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​​​​​​​Transmission dynamics of monkeypox in the United Kingdom: contact tracing study (BMJ, November 02, 2022)

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  • ​​​​​​​Transmission dynamics of monkeypox in the United Kingdom: contact tracing study (BMJ, November 02, 2022)

    CCBYNC Open access

    Research Special Paper

    Transmission dynamics of monkeypox in the United Kingdom: contact tracing study

    BMJ 2022; 379 doi: (Published 02 November 2022)Cite this as: BMJ 2022;379:e073153

    Linked Research

    Transmission dynamics of monkeypox in the United Kingdom
    1. Thomas Ward, head of infectious disease modelling1,
    2. Rachel Christie, senior data scientist1,
    3. Robert S Paton, senior infectious disease modeller1,
    4. Fergus Cumming, deputy director for advanced analytics1,
    5. Christopher E Overton, principal infectious disease modeller123
    1. Author affiliations
    1. Correspondence to: T Ward
    • Accepted 10 October 2022

    Objective To analyse the transmission dynamics of the monkeypox outbreak in the UK, declared a Public Health Emergency of International Concern in July 2022.

    Design Contact tracing study, linking data on case-contact pairs and on probable exposure dates.

    Setting Case questionnaires from the UK Health Security Agency (UKHSA), United Kingdom.

    Participants 2746 people with polymerase chain reaction confirmed monkeypox virus in the UK between 6 May and 1 August 2022.

    Main outcome measures The incubation period and serial interval of a monkeypox infection using two bayesian time delay models—one corrected for interval censoring (ICC—interval censoring corrected) and one corrected for interval censoring, right truncation, and epidemic phase bias (ICRTC—interval censoring right truncation corrected). Growth rates of cases by reporting date, when monkeypox virus was confirmed and reported to UKHSA, were estimated using generalised additive models.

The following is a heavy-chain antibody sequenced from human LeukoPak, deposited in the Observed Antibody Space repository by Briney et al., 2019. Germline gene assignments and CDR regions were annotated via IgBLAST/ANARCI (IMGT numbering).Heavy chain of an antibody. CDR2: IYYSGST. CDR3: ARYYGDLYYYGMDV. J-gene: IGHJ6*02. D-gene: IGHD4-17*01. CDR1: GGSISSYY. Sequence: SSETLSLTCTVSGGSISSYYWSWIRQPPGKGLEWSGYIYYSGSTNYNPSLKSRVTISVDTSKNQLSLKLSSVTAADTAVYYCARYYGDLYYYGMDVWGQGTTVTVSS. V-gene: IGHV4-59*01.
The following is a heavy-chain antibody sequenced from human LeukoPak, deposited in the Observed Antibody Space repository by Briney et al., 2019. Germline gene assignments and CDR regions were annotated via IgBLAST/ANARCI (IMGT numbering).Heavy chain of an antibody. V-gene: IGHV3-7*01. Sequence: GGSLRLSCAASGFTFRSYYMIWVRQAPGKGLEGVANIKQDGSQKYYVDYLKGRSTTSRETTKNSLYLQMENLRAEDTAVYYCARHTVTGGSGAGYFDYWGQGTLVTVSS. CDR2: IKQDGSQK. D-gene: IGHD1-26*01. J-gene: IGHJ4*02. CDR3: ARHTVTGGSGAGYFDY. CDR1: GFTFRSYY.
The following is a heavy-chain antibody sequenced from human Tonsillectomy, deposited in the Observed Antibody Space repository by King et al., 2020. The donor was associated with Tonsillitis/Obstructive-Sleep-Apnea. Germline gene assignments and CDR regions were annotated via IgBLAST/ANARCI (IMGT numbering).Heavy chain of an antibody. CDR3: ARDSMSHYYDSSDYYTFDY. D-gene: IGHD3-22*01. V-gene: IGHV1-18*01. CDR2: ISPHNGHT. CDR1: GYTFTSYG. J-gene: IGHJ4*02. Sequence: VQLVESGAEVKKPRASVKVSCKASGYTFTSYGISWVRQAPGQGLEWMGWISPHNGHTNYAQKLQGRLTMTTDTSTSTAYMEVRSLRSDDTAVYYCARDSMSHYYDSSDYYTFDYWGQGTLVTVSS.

Results The mean age of participants was 37.8 years and 95% reported being gay, bisexual, and other men who have sex with men (1160 out of 1213 reporting). The mean incubation period was estimated to be 7.6 days (95% credible interval 6.5 to 9.9) using the ICC model and 7.8 days (6.6 to 9.2) using the ICRTC model. The estimated mean serial interval was 8.0 days (95% credible interval 6.5 to 9.8) using the ICC model and 9.5 days (7.4 to 12.3) using the ICRTC model. Although the mean serial interval was longer than the incubation period for both models, short serial intervals were more common than short incubation periods, with the 25th centile and the median of the serial interval shorter than the incubation period. For the ICC and ICRTC models, the corresponding estimates ranged from 1.8 days (95% credible interval 1.5 to 1.8) to 1.6 days (1.4 to 1.6) shorter at the 25th centile and 1.6 days (1.5 to 1.7) to 0.8 days (0.3 to 1.2) shorter at the median. 10 out of 13 linked patients had documented pre-symptomatic transmission. Doubling times of cases declined from 9.07 days (95% confidence interval 12.63 to 7.08) on the 6 May, when the first case of monkeypox was reported in the UK, to a halving time of 29 days (95% confidence interval 38.02 to 23.44) on 1 August.

    Conclusions Analysis of the instantaneous growth rate of monkeypox incidence indicates that the epidemic peaked in the UK as of 9 July and then started to decline. Short serial intervals were more common than short incubation periods suggesting considerable pre-symptomatic transmission, which was validated through linked patient level records. For patients who could be linked through personally identifiable data, four days was the maximum time that transmission was detected before symptoms manifested. An isolation period of 16 to 23 days would be required to detect 95% of people with a potential infection. The 95th centile of the serial interval was between 23 and 41 days, suggesting long infectious periods.

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